There was an excellent article on Slate that enumerated the economic reasons that stores stock fewer plus-sized clothes than they do normal sized clothes, but my Google Fu fails me.

    I wonder if there is a metaphor here between bespoke clothing (bras, shirts, shoes) and on-demand print or e-Readers? I find that one of my major frustrations in life is the fact that industrialization assumes I’m a size 12, B-cup, normal-width footed woman who likes romance-centric novels. I have normal feel, but would love to buy (urban fantasy) books that don’t have a relationship at the core, but that’s not what sells, so they don’t really exist. And like I said, don’t get me started on bras.


    1. Welcome to the blog!

      Believe me, I won’t get you started on bras because I have a very similar rant. (I just discovered I am too big for Victoria’s Secret, but too small for Cacique. OH HOW AWESOME. Like shoes, then, clothing I don’t buy enough of because I hate having to spend $70 or more every time…whoopsie! already started the rant!)

      I’m pretty sure I saw the Slate article you mention — at least I remember having read a really interesting article to that effect.

      I bet there is such a relationship, too. My husband was telling me the other day about some sci-fi book that caused a huge kerfuffle because the cover illustration was of a white person — and one of the major plot points of the book was that the protagonist was a person of color. But cover illustrators seldom read the books (…don’t get the authors started on that), and it’s too much time and effort (apparently) for there to be any sort of communication or customization, so there’s just this template — “sci-fi? white people. check.” So basically, these marketing/branding categories make it impossible to market/sell particular sorts of books — which, in turn, makes it impossible to determine that there’s a demand for them. I bet your genre is one of them (a good friend of mine likes to read/write that genre but I gather it’s not exactly easy to sell…).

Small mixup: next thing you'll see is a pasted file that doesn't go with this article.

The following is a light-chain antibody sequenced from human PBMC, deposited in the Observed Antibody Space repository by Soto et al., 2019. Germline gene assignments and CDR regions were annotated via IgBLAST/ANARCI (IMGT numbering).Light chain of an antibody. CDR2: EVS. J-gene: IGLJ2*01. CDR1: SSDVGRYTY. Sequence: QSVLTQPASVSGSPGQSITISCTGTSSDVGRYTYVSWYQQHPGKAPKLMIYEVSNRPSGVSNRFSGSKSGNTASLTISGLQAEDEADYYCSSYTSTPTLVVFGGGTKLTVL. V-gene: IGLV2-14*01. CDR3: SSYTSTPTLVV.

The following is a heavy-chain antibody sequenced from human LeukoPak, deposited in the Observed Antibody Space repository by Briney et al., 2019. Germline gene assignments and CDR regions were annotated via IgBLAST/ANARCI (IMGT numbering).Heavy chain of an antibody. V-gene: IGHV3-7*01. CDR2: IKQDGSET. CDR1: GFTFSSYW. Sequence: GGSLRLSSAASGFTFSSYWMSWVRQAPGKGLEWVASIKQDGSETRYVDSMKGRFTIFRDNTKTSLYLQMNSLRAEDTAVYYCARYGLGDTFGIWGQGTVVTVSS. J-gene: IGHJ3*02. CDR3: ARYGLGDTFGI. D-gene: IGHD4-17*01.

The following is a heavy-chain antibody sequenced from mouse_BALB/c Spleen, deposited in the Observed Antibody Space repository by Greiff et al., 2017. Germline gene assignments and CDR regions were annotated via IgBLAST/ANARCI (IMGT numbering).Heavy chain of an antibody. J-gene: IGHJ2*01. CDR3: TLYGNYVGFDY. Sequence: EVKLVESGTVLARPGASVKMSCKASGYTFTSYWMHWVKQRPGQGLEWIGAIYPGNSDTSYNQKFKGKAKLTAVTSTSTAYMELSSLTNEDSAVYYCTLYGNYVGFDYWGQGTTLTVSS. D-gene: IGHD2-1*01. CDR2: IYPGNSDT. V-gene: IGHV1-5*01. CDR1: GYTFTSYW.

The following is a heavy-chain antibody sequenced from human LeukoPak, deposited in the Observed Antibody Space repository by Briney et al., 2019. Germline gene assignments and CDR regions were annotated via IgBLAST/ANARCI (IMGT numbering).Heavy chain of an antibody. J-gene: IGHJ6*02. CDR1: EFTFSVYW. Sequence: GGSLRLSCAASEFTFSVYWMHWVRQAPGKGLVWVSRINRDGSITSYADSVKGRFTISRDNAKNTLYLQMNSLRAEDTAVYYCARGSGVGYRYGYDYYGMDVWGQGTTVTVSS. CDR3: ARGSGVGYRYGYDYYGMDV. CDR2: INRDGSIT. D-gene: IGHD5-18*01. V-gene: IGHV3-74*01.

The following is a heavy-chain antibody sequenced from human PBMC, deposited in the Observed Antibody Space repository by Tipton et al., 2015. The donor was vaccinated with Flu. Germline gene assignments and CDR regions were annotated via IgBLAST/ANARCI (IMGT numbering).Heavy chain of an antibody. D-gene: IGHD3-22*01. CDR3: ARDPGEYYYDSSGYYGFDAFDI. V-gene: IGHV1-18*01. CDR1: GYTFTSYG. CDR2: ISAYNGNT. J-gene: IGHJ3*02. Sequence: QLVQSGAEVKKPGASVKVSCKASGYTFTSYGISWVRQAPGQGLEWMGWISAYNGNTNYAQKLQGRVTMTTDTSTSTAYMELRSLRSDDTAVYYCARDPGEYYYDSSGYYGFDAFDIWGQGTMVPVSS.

Which is to say, yes, this sounds like exactly the sort of place where a conversation is in order — where maybe existing assumptions about the shape of the market are making it impossible for the market to operate properly, and what’s needed is a bit of MacGyvering.

      Which makes me wonder — ok, so librarians maybe can’t offer access to resources that don’t exist, just help people find obscure ones and recombine existing ones in unusual ways — but is there a pathway here for leveraging conversations that librarians have about unmet demand, and turning that into new products, on a nontrivial scale? What would that look like? There’s gotta be some way to apply crowdsourced magic here…


    1. Sorta yeah! They removed one when I was a baby, so now I have five toes oddly assorted, but I started off with 6. My husband got a pair of the Vibrams just yesterday and they’re pretty red, though I’m skeptical that the adjuster would suffice to get the right width. But if there’s other manufacturers, it’s worth a second look…I guess the less architecture there is in the shoe, the less likely any of it can hurt me? I’ll check the link, thanks!


  2. 9.5 AAA here, and Munro shoes have changed my life. I curious if you have any other brand to recommend? Since now that I’ve found something that works I don’t actually look at anything else, but it might be kind of nice to branch out.


    1. Hi and welcome!

      My passion for my Sofft heels is essentially boundless. I’m also a fan of the entire shoe department at Nordstrom (my mom found two pairs of 8.5AAAAs in a Nordstrom in Seattle in 1969 and has been cultishly devoted ever since — chances are good they have actual options in your size, and if you don’t they’ll order them for you to try and not, I think, obligate you to buy them).